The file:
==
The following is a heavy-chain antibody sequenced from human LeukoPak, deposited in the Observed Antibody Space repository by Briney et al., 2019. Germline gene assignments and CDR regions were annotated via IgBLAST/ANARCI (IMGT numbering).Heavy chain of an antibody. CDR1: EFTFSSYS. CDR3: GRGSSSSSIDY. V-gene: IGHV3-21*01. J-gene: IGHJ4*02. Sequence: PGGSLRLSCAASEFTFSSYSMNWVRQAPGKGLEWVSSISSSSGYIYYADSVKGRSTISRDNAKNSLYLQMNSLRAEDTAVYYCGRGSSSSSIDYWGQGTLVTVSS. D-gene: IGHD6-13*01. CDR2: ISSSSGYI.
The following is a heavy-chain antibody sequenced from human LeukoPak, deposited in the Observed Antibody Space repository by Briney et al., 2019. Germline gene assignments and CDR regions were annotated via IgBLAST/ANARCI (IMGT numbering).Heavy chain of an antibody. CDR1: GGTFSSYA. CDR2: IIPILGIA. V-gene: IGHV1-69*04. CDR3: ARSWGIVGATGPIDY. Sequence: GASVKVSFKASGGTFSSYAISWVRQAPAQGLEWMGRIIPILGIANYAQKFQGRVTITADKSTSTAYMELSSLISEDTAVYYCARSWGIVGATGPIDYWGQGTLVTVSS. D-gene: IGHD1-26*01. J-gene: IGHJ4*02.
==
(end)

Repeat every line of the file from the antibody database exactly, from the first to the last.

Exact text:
The following is a heavy-chain antibody sequenced from human LeukoPak, deposited in the Observed Antibody Space repository by Briney et al., 2019. Germline gene assignments and CDR regions were annotated via IgBLAST/ANARCI (IMGT numbering).Heavy chain of an antibody. CDR1: EFTFSSYS. CDR3: GRGSSSSSIDY. V-gene: IGHV3-21*01. J-gene: IGHJ4*02. Sequence: PGGSLRLSCAASEFTFSSYSMNWVRQAPGKGLEWVSSISSSSGYIYYADSVKGRSTISRDNAKNSLYLQMNSLRAEDTAVYYCGRGSSSSSIDYWGQGTLVTVSS. D-gene: IGHD6-13*01. CDR2: ISSSSGYI.
The following is a heavy-chain antibody sequenced from human LeukoPak, deposited in the Observed Antibody Space repository by Briney et al., 2019. Germline gene assignments and CDR regions were annotated via IgBLAST/ANARCI (IMGT numbering).Heavy chain of an antibody. CDR1: GGTFSSYA. CDR2: IIPILGIA. V-gene: IGHV1-69*04. CDR3: ARSWGIVGATGPIDY. Sequence: GASVKVSFKASGGTFSSYAISWVRQAPAQGLEWMGRIIPILGIANYAQKFQGRVTITADKSTSTAYMELSSLISEDTAVYYCARSWGIVGATGPIDYWGQGTLVTVSS. D-gene: IGHD1-26*01. J-gene: IGHJ4*02.